Serious work on the outline began this month. Because four stories take place simultaneously, the outline can get quite overwhelming, and it is very time consuming.
To make sure the psychological analysis of the main character was correct (as the whole story contends on his motivations), I spoke with a psychology professor on campus to get his feedback. He helped hammer out a feasible reason that the main character does what he does. He also pointed me in the right direction to finding solutions to other story devices involving drugs (to knock out characters).
Additionally, I spoke with my finance professor to see if he had ideas on how to raise money. He told me to get non-profit status to entice investors. Immediately I began searching for how to make that happen.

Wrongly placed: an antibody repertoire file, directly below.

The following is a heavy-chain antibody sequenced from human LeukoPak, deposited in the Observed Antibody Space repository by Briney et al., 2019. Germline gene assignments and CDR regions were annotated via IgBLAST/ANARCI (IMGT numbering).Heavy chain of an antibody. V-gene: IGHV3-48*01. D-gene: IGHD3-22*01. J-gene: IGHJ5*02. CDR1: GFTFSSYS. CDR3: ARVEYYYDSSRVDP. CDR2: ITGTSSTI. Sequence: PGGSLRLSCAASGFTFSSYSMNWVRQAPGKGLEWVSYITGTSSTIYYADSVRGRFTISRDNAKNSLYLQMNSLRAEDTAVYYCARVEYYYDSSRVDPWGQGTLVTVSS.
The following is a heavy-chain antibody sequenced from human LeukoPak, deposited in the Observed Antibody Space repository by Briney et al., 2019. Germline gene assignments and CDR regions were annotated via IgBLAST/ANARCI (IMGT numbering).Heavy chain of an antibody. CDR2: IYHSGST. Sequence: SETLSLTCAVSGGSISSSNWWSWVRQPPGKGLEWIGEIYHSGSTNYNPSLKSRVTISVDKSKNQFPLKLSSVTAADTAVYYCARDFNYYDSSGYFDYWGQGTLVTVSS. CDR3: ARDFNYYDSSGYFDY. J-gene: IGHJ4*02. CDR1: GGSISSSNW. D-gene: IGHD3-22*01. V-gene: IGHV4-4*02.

At this point, realizing that getting money was harder than originally thought, I took the bare-bones approach to budgeting and whittled it down to $80,000.
As far as the story goes, at this point the characters were pretty much developed. Extensive text-book character studies were made for the main characters. The film takes place as four stories: the main kidnapping scenarios, the kidnapper’s’ backstory (David Lindale), and the two victims’ backstories (Maggie Anderson and Daylen Gordon).
For a class in school, one of our major projects was developing a 30-minute script. For that 30 minute script, completing David's story (1/4 of the 120 page script) seemed like a logical choice since his motivations are key to the film’s believability. This month, I made the outline for his story.